NEW YORK— “Steady, loving confrontation.”
Those were the first words Lynda Blackmon Lowery says she heard from the mouth of Martin Luther King Jr. “And those three words changed my life,” said Lowery, who at 15 was the youngest person to join King for the 1965 march from the Alabama city of Selma to Montgomery, demanding voting rights for African-Americans.
On Sunday in New York, the now 64-year-old mother and grandmother showed the scar she still bears on the back of her head from a brutal beating at the hands of an Alabama state trooper during an earlier march when she was 14. It took 28 stitches to close the gash, and 7 more for a cut above her right eye.
Lowery spoke at the New-York Historical Society on the eve of Monday’s federal holiday marking King’s birthday. The audience represented all races and ages, including children who sidled up to her for photos, peppering her with questions like, faced with the brutality, “Why didn’t you fight back?”
She explained that they would have been killed if they did—unarmed, confronting “a sea of white men on foot and horseback,” armed with rifles, bayonets, billy clubs, and fierce dogs, plus tear gas.
“It was terrifying,” she said.
A month earlier, activist Jimmie Lee Jackson was beaten and shot by a state trooper. His death inspired three marches from Selma to the state capital of Montgomery.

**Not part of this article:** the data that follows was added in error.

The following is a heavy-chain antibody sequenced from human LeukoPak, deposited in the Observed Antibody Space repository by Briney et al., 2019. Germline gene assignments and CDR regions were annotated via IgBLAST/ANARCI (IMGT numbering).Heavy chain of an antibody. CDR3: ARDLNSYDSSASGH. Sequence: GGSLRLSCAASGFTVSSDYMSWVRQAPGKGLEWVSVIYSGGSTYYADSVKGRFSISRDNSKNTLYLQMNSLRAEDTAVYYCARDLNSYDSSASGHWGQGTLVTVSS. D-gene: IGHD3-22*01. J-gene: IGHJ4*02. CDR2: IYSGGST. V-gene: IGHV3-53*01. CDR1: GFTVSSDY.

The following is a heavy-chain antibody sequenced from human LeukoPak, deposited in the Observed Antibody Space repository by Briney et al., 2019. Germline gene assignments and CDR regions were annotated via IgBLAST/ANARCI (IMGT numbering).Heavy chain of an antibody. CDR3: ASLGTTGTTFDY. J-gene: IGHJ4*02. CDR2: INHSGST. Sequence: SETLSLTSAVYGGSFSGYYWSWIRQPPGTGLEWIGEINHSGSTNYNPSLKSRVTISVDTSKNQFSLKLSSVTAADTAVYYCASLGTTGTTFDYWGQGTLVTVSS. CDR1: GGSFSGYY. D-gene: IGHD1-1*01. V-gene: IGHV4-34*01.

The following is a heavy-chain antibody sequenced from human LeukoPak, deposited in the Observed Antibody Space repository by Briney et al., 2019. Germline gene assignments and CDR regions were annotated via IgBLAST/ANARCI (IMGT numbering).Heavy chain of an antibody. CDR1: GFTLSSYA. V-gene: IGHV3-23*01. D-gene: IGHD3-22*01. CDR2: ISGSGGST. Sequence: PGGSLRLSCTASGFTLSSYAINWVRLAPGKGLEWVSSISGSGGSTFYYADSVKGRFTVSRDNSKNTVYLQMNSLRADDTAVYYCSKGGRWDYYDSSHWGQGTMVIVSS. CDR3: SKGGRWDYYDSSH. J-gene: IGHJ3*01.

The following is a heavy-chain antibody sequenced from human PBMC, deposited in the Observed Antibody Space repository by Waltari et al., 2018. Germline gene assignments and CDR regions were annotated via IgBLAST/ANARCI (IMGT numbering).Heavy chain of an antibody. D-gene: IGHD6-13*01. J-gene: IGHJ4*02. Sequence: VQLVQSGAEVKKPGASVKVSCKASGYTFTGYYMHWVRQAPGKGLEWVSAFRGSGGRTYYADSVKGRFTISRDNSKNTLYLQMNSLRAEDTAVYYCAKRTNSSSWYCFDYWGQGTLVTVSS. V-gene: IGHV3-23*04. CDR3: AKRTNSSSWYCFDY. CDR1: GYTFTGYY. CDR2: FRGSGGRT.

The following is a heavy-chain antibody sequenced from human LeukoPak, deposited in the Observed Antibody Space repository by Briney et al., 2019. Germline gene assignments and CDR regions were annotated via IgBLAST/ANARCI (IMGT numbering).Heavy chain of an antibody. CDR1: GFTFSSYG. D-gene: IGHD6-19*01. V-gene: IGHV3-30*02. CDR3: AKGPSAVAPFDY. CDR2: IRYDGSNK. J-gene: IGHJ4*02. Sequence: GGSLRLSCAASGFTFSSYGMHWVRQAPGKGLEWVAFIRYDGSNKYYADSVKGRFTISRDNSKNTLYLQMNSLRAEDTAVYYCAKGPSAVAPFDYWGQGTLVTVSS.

On Aug. 6, 1965, President Lyndon Johnson signed the Voting Rights Act into law.
By the time she was 15, Lowery had been jailed nine times.
But there were moments of comic relief.
Flashing a warm smile, she recounted how when she and her young friends were released from the “sweatbox”—a windowless, sweltering hot cell—police asked them to sign their names for the record.
“We wrote, ‘Mickey Mouse, Mini Mouse, Pluto’…” she said, grinning mischievously.
King is at the core of Lowery’s memoir, titled “Turning 15 on the Road to Freedom.” It was published in early January as Americans packed theaters to watch the film “Selma” about the early civil rights movement. The movie has been nominated for two Oscars, in the categories of best picture and best original song.
Lowery said she went to see it, but had to leave during the scene in which troopers and police attacked protesters at a march dubbed “Bloody Sunday” that preceded the famed, peaceful one to Montgomery on March 21, 1965. During the earlier march, authorities ordered several hundred marchers to stop at a bridge outside Selma. And when they quietly kept walking, the authorities viciously attacked.
“I just couldn’t watch it,” said Lowery.
After that day, she said she had to fight her fear to join the bigger march “because I was sure they would kill me.”
An exhibit highlighting this transformational moment in American history is up through July at the New-York Historical Society.
Lowery, who lives in Selma, said that even today, “you have the ability to change something each day of your life.”